United States telecoms regulator the Federal Communications Commission (FCC) has voted to investigate the technical factors that should be taken into account as part of an effort to make the entire lower 700 MHz band interoperate, Fierce Wireless reports. The FCC has also voted to look at the specific rules that would allow terrestrial use of Mobile Satellite Service (MSS) spectrum, an issue which is likely to have a significant impact on how and when satellite TV giant DISH Network deploys its network. DISH, which acquired spectrum in the 2GHz band last year as part of deals for bankrupt satellite smartphone operator TerreStar (July 2011) and hybrid satellite and communications company DBSD North America (February 2011), has set its sights on rolling out a cellular network using Long Term Evolution (LTE) technology, with the company requesting permission from the FCC to offer a standalone cellular service, as opposed to an integrated satellite service. The FCC adopted both items unanimously.
The long-running 700MHz band interoperability issue effectively pits smaller regional carriers with spectrum in the ‘Lower Block A’ range (698MHz–704MHz and 728MHz–734MHz) – including King Street Wireless (US Cellular’s bidding partner), C Spire Wireless (formerly Cellular South), MetroPCS, Cavalier Telephone and CenturyTel – against larger carriers, primarily AT&T Mobility and Verizon Wireless, neither of which actually possess 700MHz networks which are compatible with one another. To date, concerns over interference have prevented most 700MHz-compatible devices from being able to utilise different blocks of 700MHz spectrum, causing consternation for the smaller carriers which own significant frequency blocks, but lack the buying power to convince vendors to tailor new LTE devices to their overlooked spectrum.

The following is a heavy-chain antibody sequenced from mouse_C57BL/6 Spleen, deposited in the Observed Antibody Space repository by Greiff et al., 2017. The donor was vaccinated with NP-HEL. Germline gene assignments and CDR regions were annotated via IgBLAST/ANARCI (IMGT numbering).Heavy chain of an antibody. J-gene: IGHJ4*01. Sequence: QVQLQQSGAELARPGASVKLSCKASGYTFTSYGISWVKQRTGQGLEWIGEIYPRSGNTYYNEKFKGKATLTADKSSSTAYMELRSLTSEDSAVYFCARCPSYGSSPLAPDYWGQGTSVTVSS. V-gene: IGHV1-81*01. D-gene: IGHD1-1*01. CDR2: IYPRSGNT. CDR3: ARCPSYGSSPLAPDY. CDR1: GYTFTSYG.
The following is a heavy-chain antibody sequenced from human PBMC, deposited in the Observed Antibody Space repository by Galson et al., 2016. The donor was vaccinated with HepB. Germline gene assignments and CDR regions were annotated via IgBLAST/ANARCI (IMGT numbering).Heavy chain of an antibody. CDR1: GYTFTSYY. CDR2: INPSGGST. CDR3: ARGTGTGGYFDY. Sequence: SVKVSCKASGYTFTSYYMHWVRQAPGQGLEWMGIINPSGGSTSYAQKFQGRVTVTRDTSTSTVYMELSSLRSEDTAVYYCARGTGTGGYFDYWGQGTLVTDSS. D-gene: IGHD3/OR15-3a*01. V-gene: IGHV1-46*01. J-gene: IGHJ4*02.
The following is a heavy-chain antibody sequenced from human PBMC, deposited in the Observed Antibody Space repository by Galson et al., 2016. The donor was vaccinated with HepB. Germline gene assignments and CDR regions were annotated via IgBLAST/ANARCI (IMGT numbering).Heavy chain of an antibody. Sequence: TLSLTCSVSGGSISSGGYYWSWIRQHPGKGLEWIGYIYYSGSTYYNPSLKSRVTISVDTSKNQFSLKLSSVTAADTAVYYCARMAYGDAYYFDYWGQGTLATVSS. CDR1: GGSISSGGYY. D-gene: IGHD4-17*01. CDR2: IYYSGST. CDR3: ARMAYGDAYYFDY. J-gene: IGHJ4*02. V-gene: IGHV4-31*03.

In a posting on AT&T’s Public Policy Blog, Joan Marsh, AT&T’s Vice President of Federal Regulatory Affairs commented: ‘These challenges are well-documented and real … Some have argued that the technical and physical limitations of the band should simply be ignored, and have called for sweeping interoperability mandates. Such mandates would be an unprecedented regulatory intrusion into a carrier’s right to manage network and device deployment in a manner best suited to serve its customers … AT&T welcomes this proceeding to the extent that it offers an opportunity to find real solutions to the real interference and deployment challenges in the band. Only real solutions will support robust deployment of LTE services in the A-block and only real solutions will lead to true interoperability throughout the lower 700 MHz band. The industry deserves and, quite frankly, should accept nothing less’.